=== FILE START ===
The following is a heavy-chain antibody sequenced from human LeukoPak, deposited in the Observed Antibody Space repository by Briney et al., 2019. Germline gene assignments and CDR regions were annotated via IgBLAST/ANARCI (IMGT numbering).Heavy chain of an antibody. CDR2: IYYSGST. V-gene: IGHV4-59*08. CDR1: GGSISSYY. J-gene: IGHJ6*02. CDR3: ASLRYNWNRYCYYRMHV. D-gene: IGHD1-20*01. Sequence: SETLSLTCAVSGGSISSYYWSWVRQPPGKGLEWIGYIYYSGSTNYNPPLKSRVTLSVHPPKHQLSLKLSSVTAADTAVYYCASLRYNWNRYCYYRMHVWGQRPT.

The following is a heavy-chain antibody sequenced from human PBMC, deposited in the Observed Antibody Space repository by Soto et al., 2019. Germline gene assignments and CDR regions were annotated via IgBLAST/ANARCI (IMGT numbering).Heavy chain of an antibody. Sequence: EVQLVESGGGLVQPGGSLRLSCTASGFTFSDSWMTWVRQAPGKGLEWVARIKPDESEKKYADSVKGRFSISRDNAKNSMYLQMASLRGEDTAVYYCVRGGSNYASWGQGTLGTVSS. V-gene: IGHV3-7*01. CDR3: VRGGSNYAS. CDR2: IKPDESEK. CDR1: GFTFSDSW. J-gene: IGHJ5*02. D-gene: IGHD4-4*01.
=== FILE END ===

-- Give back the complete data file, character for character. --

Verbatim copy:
The following is a heavy-chain antibody sequenced from human LeukoPak, deposited in the Observed Antibody Space repository by Briney et al., 2019. Germline gene assignments and CDR regions were annotated via IgBLAST/ANARCI (IMGT numbering).Heavy chain of an antibody. CDR2: IYYSGST. V-gene: IGHV4-59*08. CDR1: GGSISSYY. J-gene: IGHJ6*02. CDR3: ASLRYNWNRYCYYRMHV. D-gene: IGHD1-20*01. Sequence: SETLSLTCAVSGGSISSYYWSWVRQPPGKGLEWIGYIYYSGSTNYNPPLKSRVTLSVHPPKHQLSLKLSSVTAADTAVYYCASLRYNWNRYCYYRMHVWGQRPT.

The following is a heavy-chain antibody sequenced from human PBMC, deposited in the Observed Antibody Space repository by Soto et al., 2019. Germline gene assignments and CDR regions were annotated via IgBLAST/ANARCI (IMGT numbering).Heavy chain of an antibody. Sequence: EVQLVESGGGLVQPGGSLRLSCTASGFTFSDSWMTWVRQAPGKGLEWVARIKPDESEKKYADSVKGRFSISRDNAKNSMYLQMASLRGEDTAVYYCVRGGSNYASWGQGTLGTVSS. V-gene: IGHV3-7*01. CDR3: VRGGSNYAS. CDR2: IKPDESEK. CDR1: GFTFSDSW. J-gene: IGHJ5*02. D-gene: IGHD4-4*01.